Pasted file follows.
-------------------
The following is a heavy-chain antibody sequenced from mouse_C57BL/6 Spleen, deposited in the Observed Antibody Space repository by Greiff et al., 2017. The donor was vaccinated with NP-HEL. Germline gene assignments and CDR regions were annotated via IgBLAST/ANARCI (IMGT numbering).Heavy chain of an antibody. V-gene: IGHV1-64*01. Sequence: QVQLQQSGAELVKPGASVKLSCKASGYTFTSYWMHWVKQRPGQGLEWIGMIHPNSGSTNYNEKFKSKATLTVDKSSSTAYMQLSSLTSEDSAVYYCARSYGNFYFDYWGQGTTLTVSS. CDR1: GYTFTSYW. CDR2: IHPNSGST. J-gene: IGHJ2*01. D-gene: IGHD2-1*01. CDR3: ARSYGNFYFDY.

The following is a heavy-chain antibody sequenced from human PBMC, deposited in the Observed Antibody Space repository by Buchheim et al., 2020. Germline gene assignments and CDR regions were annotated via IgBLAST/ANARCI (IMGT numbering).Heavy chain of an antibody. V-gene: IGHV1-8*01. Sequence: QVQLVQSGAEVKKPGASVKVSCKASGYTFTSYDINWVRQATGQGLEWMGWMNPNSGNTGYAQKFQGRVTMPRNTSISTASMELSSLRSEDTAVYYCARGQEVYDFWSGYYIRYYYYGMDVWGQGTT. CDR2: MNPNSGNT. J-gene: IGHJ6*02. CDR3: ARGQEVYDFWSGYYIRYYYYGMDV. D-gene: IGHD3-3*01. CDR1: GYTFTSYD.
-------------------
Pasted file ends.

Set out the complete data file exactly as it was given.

The following is a heavy-chain antibody sequenced from mouse_C57BL/6 Spleen, deposited in the Observed Antibody Space repository by Greiff et al., 2017. The donor was vaccinated with NP-HEL. Germline gene assignments and CDR regions were annotated via IgBLAST/ANARCI (IMGT numbering).Heavy chain of an antibody. V-gene: IGHV1-64*01. Sequence: QVQLQQSGAELVKPGASVKLSCKASGYTFTSYWMHWVKQRPGQGLEWIGMIHPNSGSTNYNEKFKSKATLTVDKSSSTAYMQLSSLTSEDSAVYYCARSYGNFYFDYWGQGTTLTVSS. CDR1: GYTFTSYW. CDR2: IHPNSGST. J-gene: IGHJ2*01. D-gene: IGHD2-1*01. CDR3: ARSYGNFYFDY.

The following is a heavy-chain antibody sequenced from human PBMC, deposited in the Observed Antibody Space repository by Buchheim et al., 2020. Germline gene assignments and CDR regions were annotated via IgBLAST/ANARCI (IMGT numbering).Heavy chain of an antibody. V-gene: IGHV1-8*01. Sequence: QVQLVQSGAEVKKPGASVKVSCKASGYTFTSYDINWVRQATGQGLEWMGWMNPNSGNTGYAQKFQGRVTMPRNTSISTASMELSSLRSEDTAVYYCARGQEVYDFWSGYYIRYYYYGMDVWGQGTT. CDR2: MNPNSGNT. J-gene: IGHJ6*02. CDR3: ARGQEVYDFWSGYYIRYYYYGMDV. D-gene: IGHD3-3*01. CDR1: GYTFTSYD.